Nerve block landmarks
- Below inguinal ligament
- 1 cm lateral to femoral artery
- At level of femoral crease
Classic posterior approach
Line drawn between greater trochanter and PSIS
Needle insertion 4 cm distal to midpoint of these landmarks
Line drawn between ischial tuberosity and PSIS
Needle insertion 6 cm caudal to PSIS on line drawn
Line drawn between greater trochanter and ischial tuberosity
Needle insertion 4cm caudal to midpoint of these landmarks
Mark popliteal fossa crease
Mark tendons of biceps femoris(lateral)
Mark tendons of semitendinosus/semimembranosus(medial)
Needle insertion 7-8cm superior to popliteal crease at midpoint between tendons
Mark the vastus lateralis/biceps femoris/popliteal crease
Needle insertion 7-8cm above the popliteal crease in the groove between the vastus lateralis and biceps femoris
- Tibial tuberosity: Field block from medial surface of tuberosity to the dorsomedial aspect of upper calf
- Medial malleolus: Field block
- Mark level of iliac crest
- Mark midline (spinous process)
- Needle insertion 4 cm lateral to midline at level of iliac crest
Lateral Femoral cutaneous
- Needle insertion 2 cm medial and 2 cm caudal to ASIS
- Deep peroneal: Lateral to Extensor hallucis longus tendon
- Posterior tibial: Posterior to posterior tibial artery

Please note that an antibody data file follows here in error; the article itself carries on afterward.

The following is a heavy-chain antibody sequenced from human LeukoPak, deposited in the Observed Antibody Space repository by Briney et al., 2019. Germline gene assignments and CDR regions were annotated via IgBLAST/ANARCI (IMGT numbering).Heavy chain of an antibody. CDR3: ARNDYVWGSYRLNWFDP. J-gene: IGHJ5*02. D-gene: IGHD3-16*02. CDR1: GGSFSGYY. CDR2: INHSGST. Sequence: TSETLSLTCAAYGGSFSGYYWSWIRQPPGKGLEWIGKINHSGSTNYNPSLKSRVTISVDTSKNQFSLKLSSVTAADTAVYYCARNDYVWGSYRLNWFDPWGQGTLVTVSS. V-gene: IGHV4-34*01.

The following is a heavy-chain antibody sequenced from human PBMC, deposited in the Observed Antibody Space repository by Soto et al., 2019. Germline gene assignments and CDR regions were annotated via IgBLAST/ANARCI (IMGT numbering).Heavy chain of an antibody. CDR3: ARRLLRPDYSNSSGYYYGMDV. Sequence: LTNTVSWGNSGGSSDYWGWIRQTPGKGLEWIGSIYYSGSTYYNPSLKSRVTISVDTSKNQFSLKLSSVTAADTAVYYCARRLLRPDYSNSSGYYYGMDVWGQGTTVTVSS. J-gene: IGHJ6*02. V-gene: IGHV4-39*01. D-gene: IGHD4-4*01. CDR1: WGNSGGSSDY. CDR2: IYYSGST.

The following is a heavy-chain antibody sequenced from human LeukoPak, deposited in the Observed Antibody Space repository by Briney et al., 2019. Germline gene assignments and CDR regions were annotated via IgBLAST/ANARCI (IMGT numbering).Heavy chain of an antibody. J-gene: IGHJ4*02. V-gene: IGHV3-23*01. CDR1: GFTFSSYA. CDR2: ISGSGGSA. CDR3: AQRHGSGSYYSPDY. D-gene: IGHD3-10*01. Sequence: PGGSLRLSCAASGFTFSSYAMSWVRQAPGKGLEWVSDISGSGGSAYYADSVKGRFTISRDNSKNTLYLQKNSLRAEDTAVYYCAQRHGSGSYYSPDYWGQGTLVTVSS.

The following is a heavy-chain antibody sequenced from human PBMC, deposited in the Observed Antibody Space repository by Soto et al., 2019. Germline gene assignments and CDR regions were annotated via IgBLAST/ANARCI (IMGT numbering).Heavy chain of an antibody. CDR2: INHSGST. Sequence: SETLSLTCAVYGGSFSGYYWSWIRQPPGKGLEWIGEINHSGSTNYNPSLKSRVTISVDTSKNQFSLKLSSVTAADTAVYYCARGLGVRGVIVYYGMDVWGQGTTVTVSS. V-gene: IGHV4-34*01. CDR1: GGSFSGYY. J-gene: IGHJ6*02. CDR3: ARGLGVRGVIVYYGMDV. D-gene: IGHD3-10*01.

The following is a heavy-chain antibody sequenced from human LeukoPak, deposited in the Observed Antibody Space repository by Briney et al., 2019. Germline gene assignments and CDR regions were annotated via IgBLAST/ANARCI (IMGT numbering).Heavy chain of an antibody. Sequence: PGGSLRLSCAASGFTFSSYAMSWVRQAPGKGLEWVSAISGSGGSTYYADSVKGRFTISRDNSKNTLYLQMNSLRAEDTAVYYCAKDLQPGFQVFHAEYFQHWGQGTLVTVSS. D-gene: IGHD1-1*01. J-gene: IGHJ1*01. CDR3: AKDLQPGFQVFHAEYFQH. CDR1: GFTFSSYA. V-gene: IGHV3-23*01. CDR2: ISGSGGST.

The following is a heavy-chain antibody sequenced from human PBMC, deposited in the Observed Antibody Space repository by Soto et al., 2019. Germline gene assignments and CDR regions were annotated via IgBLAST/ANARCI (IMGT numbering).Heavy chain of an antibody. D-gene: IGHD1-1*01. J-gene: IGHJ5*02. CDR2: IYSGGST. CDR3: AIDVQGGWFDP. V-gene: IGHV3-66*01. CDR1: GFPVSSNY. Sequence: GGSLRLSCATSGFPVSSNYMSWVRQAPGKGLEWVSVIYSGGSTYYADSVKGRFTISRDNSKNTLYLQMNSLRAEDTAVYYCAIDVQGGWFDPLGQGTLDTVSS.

- Sural: Posterior to lateral malleolus
- Superficial peroneal: Lateral to ext. digitorum longus
- Saphenous: Anterior to medial malleolus
- Mark the sternal and clavicular heads of the SCM muscle
- Mark the cricoid cartilage
- Mark the clavicle
- Needle insertion should be in the interscalene groove which is posterior to the clavicular head of the SCM and between the anterior and middle scalene muscles.
- Usually ultrasound guided with visualization of neural tissue and of pleura (PTX is feared complication). The ultrasound probe is placed in the supraclavicular fossa (superior to the clavicle). The brachial plexus lies lateral to the subclavian artery at this level.
Mark the coracoid process
Needle insertion 2cm inferior and 2cm medial to the coracoid process.
Palpate axillary artery
Insert needle until aspiration of arterial blood
Penetrate further until blood return stops (you have now passed through the axillary artery) Then inject. This will cover the radial nerve as it is directly posterior to the axillary artery. This is the most important branch to cover for this block. Withdraw needle and again pass through the axillary artery. Once you exit the artery and are anterior to it, inject again to cover the median and ulnar nerves.
The axillary artery and surrounding nerves are visualized. The local anesthetic can be injected near the neural tissue without penetration of the artery.
- Typically combined with axillary approach to ensure lateral forearm anesthesia
- Local anesthetic can be injected into the belly of the coracobrachialis muscle which sits just posterior to the biceps.